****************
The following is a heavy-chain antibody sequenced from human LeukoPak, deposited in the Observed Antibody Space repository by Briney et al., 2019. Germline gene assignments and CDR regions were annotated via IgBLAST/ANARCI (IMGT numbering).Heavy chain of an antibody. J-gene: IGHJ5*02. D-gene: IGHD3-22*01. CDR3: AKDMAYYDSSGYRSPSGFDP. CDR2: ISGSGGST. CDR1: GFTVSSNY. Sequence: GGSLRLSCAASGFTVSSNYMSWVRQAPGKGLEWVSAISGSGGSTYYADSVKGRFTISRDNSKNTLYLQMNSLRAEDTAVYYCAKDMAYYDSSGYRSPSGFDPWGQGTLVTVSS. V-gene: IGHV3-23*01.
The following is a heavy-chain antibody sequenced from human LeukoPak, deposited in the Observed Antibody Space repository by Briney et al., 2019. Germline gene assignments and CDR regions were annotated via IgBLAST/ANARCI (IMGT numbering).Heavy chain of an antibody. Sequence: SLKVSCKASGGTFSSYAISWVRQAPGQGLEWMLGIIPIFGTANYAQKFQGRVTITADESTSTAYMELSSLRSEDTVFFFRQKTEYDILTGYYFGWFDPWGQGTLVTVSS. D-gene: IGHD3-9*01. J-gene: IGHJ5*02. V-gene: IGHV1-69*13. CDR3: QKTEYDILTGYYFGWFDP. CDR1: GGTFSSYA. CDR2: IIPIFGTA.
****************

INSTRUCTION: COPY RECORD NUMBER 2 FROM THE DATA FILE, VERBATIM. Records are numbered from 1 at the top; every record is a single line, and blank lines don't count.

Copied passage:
The following is a heavy-chain antibody sequenced from human LeukoPak, deposited in the Observed Antibody Space repository by Briney et al., 2019. Germline gene assignments and CDR regions were annotated via IgBLAST/ANARCI (IMGT numbering).Heavy chain of an antibody. Sequence: SLKVSCKASGGTFSSYAISWVRQAPGQGLEWMLGIIPIFGTANYAQKFQGRVTITADESTSTAYMELSSLRSEDTVFFFRQKTEYDILTGYYFGWFDPWGQGTLVTVSS. D-gene: IGHD3-9*01. J-gene: IGHJ5*02. V-gene: IGHV1-69*13. CDR3: QKTEYDILTGYYFGWFDP. CDR1: GGTFSSYA. CDR2: IIPIFGTA.